Tuesday, September 15

Nothing’s Idiot Proof


CO2 Cylinder Used by Clueless Idiot

Some say it is a poor mechanic that blames his tools. It’s true.

I don’t get flats often. Eventually, however, a flat will occur. It happened to me on Buddy this morning. Commuting on Buddy, I normally carry a CO2 pump and cylinder, a second Topeak pump, a spare tube, two plastic tire irons, and a patch kit. Until this morning, I’ve never needed to use any of it.

I got a flat on the Alliance Gateway Freeway, right at the turnoff to Cabela’s. Confident, I whipped out the leaking tube, put the new tube in, remounted the tire and started to pump with the Topeak. “Gosh this’s slow, let’s get that CO2 going and not be late for work.”

Next thing you know, I was wondering why nothing was happening. Then I tried inflating the old tube. Nothing. Tossing the worthless (notice the tool blaming?) CO2 pump aside, I got enough air in to get me the last two miles in to work. At lunch, I noticed that the glue in the patch kit was hard – the CO2 pump had punctured the glue tube. I also noticed that if you UNSCREW the CO2 cylinder a bit, gobs of pressure come out. Maybe that pump wasn’t so worthless after all. MAYBE it was just the idiot operator. I’m glad I didn’t get a flat on the HH100 when I was running with ONLY CO2 and 2 cylinders, along with a spare tube and the patch kit with the dead glue.

Note on Tires and Flats - Testimonial
Buddy uses 28c Continental Grand Prix 4 Season tires for commuting. I bought them at the LBS at the end of January, so all my Buddy commutes have been on them. Today was my first flat in over 2300 miles on these tires. I use normal tubes. These tires may be good for 4-5K miles. When they wear out, I’ll buy another set – they weigh much less than Armadillos and perform well. Unlike Armadillo Elites or other flat resistant tires, they’re available in 28c width in a foldable configuration (that's 180g less rotating weight for those that might care). For me, 28c is a nice commuter width. The width gives up about three minutes over the 20 mile commute compared with 23c tires, but they offer much better stability and comfort in exchange.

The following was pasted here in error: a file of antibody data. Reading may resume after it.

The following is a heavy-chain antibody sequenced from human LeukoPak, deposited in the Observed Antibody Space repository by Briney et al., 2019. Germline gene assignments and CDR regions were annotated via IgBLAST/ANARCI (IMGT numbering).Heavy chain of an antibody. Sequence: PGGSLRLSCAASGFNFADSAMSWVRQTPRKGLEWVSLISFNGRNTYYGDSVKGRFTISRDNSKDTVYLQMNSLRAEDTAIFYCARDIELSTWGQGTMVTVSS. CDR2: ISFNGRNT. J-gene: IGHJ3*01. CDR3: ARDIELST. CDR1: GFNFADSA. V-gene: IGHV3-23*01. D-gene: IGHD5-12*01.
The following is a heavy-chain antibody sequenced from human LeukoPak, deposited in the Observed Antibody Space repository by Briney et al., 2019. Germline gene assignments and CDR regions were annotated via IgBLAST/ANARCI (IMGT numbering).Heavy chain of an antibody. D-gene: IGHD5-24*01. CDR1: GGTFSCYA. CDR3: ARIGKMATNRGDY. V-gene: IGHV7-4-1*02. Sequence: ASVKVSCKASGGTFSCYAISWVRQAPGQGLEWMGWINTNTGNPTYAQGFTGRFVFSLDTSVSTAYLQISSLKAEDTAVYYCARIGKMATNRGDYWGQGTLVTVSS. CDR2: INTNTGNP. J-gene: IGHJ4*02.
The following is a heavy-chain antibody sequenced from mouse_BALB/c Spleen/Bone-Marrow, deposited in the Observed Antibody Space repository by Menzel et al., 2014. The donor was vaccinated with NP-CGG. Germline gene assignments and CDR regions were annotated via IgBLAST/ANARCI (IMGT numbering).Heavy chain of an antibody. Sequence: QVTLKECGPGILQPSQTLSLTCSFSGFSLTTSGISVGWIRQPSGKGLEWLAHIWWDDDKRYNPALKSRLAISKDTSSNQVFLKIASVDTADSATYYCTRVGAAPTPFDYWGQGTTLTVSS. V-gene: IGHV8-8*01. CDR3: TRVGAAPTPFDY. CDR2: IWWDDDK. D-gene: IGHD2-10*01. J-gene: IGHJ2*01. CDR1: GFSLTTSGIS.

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I do think I'll rotate the tires this winter when I yank them off to try Cyclocross. The rear is showing slightly more wear than the front. It's the front one in the picture below.


28c Continental GP 4 Season at 2300 miles

15 comments:

Big Oak said...

I like Buddy. I use Schwalbe Marathon tires on my bike and have been very happy with them. I've been using 32mm tires, I may go down to 28mm next year. For organized rides I pump them up to 95 psi, but for regular commuting, I pump them up to 75 psi. I may try the Continental tires on my Trek. Thanks for the info.

Steve A said...

Big Oak. Hardly an impartial party when it comes to Tricross bikes! I'll do an update on the Contis when they get a little closer to the bitter end or when anything interesting develops. I run the rear Conti at 120 and the front at 115. That'll make a big contrast with the Vittoria cross tires which I'll run as low as I can get away with.

Doohickie said...

Maybe that pump wasn’t so worthless after all. MAYBE it was just the idiot operator.

I learned that on a recent club ride. One of our number got a flat. One of the more experienced guys changed it for him, including using a CO2 cartridge to reinflate the tire. I believe he screwed the fitting onto the tube, then screwed the cartridge onto the fitting, then backed it off until WHOOSH the whole tire filled up, then screwed the cartridge back in to stop the flow and not overinflate the tire. He said that sometimes you can even inflate two tires off one cartridge.

Good stuff to know.

ChipSeal said...

Another tip on using CO2: Protect your hands! The discharging cylinder gets very cold very fast.

So the glue tube was was worn through due to vibration and movement in your utility bag?